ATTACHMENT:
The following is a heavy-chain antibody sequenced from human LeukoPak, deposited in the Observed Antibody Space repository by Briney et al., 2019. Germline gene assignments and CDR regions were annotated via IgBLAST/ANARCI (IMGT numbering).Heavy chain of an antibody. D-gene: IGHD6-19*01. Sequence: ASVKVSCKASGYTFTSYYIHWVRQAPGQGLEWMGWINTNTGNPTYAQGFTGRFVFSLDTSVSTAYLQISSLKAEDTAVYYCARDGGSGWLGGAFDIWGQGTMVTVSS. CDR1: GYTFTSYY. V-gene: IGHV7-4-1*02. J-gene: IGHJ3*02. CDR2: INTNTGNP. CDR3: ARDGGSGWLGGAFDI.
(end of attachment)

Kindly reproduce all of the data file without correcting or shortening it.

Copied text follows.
The following is a heavy-chain antibody sequenced from human LeukoPak, deposited in the Observed Antibody Space repository by Briney et al., 2019. Germline gene assignments and CDR regions were annotated via IgBLAST/ANARCI (IMGT numbering).Heavy chain of an antibody. D-gene: IGHD6-19*01. Sequence: ASVKVSCKASGYTFTSYYIHWVRQAPGQGLEWMGWINTNTGNPTYAQGFTGRFVFSLDTSVSTAYLQISSLKAEDTAVYYCARDGGSGWLGGAFDIWGQGTMVTVSS. CDR1: GYTFTSYY. V-gene: IGHV7-4-1*02. J-gene: IGHJ3*02. CDR2: INTNTGNP. CDR3: ARDGGSGWLGGAFDI.